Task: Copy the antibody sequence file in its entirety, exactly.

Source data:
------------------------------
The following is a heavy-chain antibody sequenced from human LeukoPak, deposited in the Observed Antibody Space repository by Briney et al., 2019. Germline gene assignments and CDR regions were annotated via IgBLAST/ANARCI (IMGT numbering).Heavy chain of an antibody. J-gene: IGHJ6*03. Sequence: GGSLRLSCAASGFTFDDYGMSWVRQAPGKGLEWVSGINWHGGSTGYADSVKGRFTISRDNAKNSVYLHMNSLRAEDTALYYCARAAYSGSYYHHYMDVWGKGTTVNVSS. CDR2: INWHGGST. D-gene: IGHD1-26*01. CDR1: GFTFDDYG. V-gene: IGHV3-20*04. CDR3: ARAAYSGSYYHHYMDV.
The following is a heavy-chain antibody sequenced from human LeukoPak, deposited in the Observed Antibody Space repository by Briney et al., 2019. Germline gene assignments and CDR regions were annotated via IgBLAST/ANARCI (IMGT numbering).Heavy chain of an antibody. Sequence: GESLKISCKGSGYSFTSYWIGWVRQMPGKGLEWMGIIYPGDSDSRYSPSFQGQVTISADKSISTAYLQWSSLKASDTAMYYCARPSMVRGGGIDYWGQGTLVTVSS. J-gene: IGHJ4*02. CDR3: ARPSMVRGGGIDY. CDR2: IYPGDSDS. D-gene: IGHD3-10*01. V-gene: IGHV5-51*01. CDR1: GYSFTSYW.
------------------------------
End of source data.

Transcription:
The following is a heavy-chain antibody sequenced from human LeukoPak, deposited in the Observed Antibody Space repository by Briney et al., 2019. Germline gene assignments and CDR regions were annotated via IgBLAST/ANARCI (IMGT numbering).Heavy chain of an antibody. J-gene: IGHJ6*03. Sequence: GGSLRLSCAASGFTFDDYGMSWVRQAPGKGLEWVSGINWHGGSTGYADSVKGRFTISRDNAKNSVYLHMNSLRAEDTALYYCARAAYSGSYYHHYMDVWGKGTTVNVSS. CDR2: INWHGGST. D-gene: IGHD1-26*01. CDR1: GFTFDDYG. V-gene: IGHV3-20*04. CDR3: ARAAYSGSYYHHYMDV.
The following is a heavy-chain antibody sequenced from human LeukoPak, deposited in the Observed Antibody Space repository by Briney et al., 2019. Germline gene assignments and CDR regions were annotated via IgBLAST/ANARCI (IMGT numbering).Heavy chain of an antibody. Sequence: GESLKISCKGSGYSFTSYWIGWVRQMPGKGLEWMGIIYPGDSDSRYSPSFQGQVTISADKSISTAYLQWSSLKASDTAMYYCARPSMVRGGGIDYWGQGTLVTVSS. J-gene: IGHJ4*02. CDR3: ARPSMVRGGGIDY. CDR2: IYPGDSDS. D-gene: IGHD3-10*01. V-gene: IGHV5-51*01. CDR1: GYSFTSYW.